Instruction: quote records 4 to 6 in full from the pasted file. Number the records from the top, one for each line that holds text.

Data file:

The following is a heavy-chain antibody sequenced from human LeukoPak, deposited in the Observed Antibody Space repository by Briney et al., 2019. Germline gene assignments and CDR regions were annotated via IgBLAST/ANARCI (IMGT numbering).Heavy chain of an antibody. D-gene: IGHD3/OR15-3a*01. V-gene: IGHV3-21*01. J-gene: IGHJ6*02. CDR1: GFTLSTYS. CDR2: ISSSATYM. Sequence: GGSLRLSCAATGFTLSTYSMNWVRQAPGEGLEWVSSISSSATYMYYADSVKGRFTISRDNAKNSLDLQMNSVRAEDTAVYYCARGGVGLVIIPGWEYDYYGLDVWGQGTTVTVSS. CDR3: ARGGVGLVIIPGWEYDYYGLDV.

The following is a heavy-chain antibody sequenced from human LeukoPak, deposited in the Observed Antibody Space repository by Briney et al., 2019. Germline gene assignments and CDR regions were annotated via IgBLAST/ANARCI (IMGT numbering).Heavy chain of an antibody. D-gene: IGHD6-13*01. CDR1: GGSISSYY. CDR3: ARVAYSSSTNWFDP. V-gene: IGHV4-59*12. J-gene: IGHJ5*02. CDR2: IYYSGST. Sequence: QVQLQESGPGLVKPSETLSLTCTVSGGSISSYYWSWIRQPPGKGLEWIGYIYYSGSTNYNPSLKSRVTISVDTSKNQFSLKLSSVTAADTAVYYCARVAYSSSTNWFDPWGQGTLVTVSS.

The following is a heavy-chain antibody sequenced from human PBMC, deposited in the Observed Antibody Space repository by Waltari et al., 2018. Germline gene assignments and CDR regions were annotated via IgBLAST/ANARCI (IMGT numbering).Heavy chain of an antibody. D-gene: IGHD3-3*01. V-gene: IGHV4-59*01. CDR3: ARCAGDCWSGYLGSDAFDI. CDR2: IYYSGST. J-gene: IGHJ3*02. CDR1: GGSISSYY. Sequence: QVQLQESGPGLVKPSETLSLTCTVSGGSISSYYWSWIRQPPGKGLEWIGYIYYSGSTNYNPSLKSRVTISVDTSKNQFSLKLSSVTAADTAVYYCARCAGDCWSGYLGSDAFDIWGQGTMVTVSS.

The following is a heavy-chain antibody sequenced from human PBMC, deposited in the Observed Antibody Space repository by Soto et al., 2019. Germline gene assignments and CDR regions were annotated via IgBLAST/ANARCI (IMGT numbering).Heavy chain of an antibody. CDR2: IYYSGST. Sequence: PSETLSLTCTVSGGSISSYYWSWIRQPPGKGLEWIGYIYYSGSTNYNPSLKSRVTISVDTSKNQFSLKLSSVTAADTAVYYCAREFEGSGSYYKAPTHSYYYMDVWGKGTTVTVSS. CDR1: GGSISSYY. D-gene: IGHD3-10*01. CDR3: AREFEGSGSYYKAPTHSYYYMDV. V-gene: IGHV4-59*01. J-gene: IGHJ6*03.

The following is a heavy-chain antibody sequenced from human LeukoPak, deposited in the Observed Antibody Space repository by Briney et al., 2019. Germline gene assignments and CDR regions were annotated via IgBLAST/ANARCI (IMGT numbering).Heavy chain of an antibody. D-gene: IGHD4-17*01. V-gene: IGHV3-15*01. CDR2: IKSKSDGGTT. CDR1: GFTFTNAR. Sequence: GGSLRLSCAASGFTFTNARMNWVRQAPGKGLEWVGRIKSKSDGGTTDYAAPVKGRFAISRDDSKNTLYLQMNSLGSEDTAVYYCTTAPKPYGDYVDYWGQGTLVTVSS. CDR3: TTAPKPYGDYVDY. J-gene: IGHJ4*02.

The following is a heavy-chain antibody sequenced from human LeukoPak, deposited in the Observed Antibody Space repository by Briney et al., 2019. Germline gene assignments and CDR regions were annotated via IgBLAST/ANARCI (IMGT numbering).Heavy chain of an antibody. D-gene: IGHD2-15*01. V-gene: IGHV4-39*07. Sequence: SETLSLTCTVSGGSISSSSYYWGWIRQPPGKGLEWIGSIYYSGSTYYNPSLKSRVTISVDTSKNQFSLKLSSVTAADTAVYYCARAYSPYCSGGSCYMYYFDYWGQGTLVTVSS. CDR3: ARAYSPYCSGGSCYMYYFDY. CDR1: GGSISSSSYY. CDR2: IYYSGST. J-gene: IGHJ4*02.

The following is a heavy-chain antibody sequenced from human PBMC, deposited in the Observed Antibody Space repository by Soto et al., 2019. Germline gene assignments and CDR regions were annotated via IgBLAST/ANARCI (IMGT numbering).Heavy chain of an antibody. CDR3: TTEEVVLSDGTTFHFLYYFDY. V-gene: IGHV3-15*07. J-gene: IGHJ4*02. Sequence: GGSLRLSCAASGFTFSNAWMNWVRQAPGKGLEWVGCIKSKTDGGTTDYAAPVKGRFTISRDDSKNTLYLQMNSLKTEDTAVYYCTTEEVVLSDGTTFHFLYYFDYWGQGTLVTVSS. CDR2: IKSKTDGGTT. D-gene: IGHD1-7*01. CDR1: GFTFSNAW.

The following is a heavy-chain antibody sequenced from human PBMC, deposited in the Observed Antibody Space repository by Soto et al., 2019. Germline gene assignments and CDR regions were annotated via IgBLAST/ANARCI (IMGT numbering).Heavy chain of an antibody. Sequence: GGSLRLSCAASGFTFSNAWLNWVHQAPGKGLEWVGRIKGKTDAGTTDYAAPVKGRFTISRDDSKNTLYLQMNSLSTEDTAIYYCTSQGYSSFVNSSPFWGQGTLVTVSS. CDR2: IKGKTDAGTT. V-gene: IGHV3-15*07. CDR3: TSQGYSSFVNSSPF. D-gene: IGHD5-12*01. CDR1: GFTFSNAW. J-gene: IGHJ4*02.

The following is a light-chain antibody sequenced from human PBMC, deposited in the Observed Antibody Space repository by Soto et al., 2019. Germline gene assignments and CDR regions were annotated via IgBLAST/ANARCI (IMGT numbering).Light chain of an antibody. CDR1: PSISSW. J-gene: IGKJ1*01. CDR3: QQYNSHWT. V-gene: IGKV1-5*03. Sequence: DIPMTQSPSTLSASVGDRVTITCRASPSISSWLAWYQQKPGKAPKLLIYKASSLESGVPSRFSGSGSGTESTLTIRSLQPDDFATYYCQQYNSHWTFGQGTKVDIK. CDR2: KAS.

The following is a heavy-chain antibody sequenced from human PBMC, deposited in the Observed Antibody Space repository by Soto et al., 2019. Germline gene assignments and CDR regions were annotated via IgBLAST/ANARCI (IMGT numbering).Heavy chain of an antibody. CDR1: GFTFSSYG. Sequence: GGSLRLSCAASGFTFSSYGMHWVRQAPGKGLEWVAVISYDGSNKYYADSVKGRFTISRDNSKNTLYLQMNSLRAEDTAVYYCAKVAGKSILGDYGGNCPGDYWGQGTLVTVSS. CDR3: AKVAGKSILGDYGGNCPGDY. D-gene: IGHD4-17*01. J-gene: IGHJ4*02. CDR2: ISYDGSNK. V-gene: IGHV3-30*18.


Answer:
The following is a heavy-chain antibody sequenced from human PBMC, deposited in the Observed Antibody Space repository by Soto et al., 2019. Germline gene assignments and CDR regions were annotated via IgBLAST/ANARCI (IMGT numbering).Heavy chain of an antibody. CDR2: IYYSGST. Sequence: PSETLSLTCTVSGGSISSYYWSWIRQPPGKGLEWIGYIYYSGSTNYNPSLKSRVTISVDTSKNQFSLKLSSVTAADTAVYYCAREFEGSGSYYKAPTHSYYYMDVWGKGTTVTVSS. CDR1: GGSISSYY. D-gene: IGHD3-10*01. CDR3: AREFEGSGSYYKAPTHSYYYMDV. V-gene: IGHV4-59*01. J-gene: IGHJ6*03.

The following is a heavy-chain antibody sequenced from human LeukoPak, deposited in the Observed Antibody Space repository by Briney et al., 2019. Germline gene assignments and CDR regions were annotated via IgBLAST/ANARCI (IMGT numbering).Heavy chain of an antibody. D-gene: IGHD4-17*01. V-gene: IGHV3-15*01. CDR2: IKSKSDGGTT. CDR1: GFTFTNAR. Sequence: GGSLRLSCAASGFTFTNARMNWVRQAPGKGLEWVGRIKSKSDGGTTDYAAPVKGRFAISRDDSKNTLYLQMNSLGSEDTAVYYCTTAPKPYGDYVDYWGQGTLVTVSS. CDR3: TTAPKPYGDYVDY. J-gene: IGHJ4*02.

The following is a heavy-chain antibody sequenced from human LeukoPak, deposited in the Observed Antibody Space repository by Briney et al., 2019. Germline gene assignments and CDR regions were annotated via IgBLAST/ANARCI (IMGT numbering).Heavy chain of an antibody. D-gene: IGHD2-15*01. V-gene: IGHV4-39*07. Sequence: SETLSLTCTVSGGSISSSSYYWGWIRQPPGKGLEWIGSIYYSGSTYYNPSLKSRVTISVDTSKNQFSLKLSSVTAADTAVYYCARAYSPYCSGGSCYMYYFDYWGQGTLVTVSS. CDR3: ARAYSPYCSGGSCYMYYFDY. CDR1: GGSISSSSYY. CDR2: IYYSGST. J-gene: IGHJ4*02.